11. Creating Materials
I love this statement from the Language Arts Classroom regarding society’s misconceptions with respect to the teaching profession:
Well, I think that entire claim is shortsighted. Teachers are paid for working a nine-month period – and that pay is decent (where I live). However, we receive no paid vacation. I have never had a friend who has a professional job that requires multiple degrees not receive paid vacation. I do work during the summer – researching, reading, writing curriculum and activities. So, if most teachers work year-round, they are not paid appropriately.
I feel that most citizens do not look at that situation accurately – either we teachers are not paid enough for working year round, or we are paid for working nine months with no paid vacation – and are still expected to complete professional development, curriculum development, and school year planning on the unpaid vacation. Lauralee from Language Arts Classroom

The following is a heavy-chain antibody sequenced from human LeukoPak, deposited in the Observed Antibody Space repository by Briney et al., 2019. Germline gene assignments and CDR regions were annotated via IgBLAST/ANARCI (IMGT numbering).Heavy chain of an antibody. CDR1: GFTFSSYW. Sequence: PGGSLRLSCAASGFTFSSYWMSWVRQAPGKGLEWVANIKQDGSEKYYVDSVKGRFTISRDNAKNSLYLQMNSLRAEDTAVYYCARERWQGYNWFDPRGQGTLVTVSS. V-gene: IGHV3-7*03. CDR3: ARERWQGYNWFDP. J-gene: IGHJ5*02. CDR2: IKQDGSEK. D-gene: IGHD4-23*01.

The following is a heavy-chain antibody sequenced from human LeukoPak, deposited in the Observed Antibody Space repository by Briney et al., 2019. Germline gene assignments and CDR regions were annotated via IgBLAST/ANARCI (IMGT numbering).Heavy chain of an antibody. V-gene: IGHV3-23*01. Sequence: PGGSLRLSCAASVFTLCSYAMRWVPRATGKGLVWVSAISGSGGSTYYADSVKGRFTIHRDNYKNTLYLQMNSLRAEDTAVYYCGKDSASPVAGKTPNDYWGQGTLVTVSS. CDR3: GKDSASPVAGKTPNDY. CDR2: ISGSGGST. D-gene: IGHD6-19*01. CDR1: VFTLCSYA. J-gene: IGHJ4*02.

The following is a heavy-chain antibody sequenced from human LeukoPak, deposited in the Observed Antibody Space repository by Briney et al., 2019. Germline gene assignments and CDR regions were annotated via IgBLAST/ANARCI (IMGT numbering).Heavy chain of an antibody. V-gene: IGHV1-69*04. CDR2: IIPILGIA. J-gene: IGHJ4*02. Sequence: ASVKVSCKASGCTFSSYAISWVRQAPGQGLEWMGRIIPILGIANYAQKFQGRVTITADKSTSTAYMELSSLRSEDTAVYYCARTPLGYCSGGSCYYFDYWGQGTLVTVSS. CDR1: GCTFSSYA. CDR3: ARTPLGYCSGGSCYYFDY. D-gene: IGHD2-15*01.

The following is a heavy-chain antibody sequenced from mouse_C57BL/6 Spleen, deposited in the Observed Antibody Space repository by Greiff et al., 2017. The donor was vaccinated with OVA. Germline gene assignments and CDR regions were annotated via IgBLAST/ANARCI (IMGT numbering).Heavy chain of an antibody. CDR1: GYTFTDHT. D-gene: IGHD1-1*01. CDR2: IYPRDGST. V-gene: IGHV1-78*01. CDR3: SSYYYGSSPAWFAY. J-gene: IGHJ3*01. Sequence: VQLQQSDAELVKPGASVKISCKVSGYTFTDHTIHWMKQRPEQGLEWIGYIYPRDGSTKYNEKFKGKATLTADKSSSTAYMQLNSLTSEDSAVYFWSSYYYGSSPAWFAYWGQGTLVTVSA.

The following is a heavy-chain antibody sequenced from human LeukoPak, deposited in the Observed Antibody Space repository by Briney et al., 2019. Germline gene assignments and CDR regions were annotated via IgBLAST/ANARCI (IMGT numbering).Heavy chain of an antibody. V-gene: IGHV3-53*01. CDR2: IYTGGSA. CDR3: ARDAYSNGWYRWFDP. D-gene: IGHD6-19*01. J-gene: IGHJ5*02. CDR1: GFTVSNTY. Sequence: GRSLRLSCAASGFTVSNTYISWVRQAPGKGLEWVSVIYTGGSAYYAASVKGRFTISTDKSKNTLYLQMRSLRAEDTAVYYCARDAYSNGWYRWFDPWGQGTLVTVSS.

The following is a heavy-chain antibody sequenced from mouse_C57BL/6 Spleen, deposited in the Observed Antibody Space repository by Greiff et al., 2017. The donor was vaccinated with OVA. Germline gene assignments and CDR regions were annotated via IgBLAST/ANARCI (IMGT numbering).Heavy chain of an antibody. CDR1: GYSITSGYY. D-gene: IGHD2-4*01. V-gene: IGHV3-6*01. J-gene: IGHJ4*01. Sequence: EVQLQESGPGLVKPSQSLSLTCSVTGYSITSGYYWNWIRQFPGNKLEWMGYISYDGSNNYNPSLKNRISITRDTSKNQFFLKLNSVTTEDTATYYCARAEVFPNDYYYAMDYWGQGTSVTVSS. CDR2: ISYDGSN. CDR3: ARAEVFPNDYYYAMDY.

So what’s the point? No one is asking anyone to feel sorry for us, but it’s time to get real. Educators work hard. Our salaries don’t speak to our worth. We certainly don’t dedicate our lives to this profession for the paycheck. Rather, we do it because it’s our passion. It’s our gift. In defense of teachers, let’s start supporting them for all the love and effort they put into providing their students with a unique, innovative, twenty-first century educational experience. If we want to keep quality teachers in the profession, we need to honor the time, sacrifices, and creative thought they invest to excel in their field.